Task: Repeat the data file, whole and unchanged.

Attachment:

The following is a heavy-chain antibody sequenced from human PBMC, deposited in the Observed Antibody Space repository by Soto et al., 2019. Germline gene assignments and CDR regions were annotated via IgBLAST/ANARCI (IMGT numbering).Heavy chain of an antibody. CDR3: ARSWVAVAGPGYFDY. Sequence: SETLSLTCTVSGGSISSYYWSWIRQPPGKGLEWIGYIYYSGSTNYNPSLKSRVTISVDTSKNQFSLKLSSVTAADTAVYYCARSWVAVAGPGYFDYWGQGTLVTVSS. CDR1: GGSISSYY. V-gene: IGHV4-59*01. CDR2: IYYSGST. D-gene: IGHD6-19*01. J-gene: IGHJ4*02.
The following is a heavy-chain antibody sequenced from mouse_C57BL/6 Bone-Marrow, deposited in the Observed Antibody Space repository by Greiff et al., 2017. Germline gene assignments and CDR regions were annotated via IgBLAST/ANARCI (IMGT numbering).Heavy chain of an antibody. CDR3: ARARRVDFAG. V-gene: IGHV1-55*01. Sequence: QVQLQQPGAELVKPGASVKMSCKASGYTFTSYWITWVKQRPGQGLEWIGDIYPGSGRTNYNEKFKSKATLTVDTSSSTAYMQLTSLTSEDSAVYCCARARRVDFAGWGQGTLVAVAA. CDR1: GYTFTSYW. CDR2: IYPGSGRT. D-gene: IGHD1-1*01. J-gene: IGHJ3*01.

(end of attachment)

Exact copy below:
The following is a heavy-chain antibody sequenced from human PBMC, deposited in the Observed Antibody Space repository by Soto et al., 2019. Germline gene assignments and CDR regions were annotated via IgBLAST/ANARCI (IMGT numbering).Heavy chain of an antibody. CDR3: ARSWVAVAGPGYFDY. Sequence: SETLSLTCTVSGGSISSYYWSWIRQPPGKGLEWIGYIYYSGSTNYNPSLKSRVTISVDTSKNQFSLKLSSVTAADTAVYYCARSWVAVAGPGYFDYWGQGTLVTVSS. CDR1: GGSISSYY. V-gene: IGHV4-59*01. CDR2: IYYSGST. D-gene: IGHD6-19*01. J-gene: IGHJ4*02.
The following is a heavy-chain antibody sequenced from mouse_C57BL/6 Bone-Marrow, deposited in the Observed Antibody Space repository by Greiff et al., 2017. Germline gene assignments and CDR regions were annotated via IgBLAST/ANARCI (IMGT numbering).Heavy chain of an antibody. CDR3: ARARRVDFAG. V-gene: IGHV1-55*01. Sequence: QVQLQQPGAELVKPGASVKMSCKASGYTFTSYWITWVKQRPGQGLEWIGDIYPGSGRTNYNEKFKSKATLTVDTSSSTAYMQLTSLTSEDSAVYCCARARRVDFAGWGQGTLVAVAA. CDR1: GYTFTSYW. CDR2: IYPGSGRT. D-gene: IGHD1-1*01. J-gene: IGHJ3*01.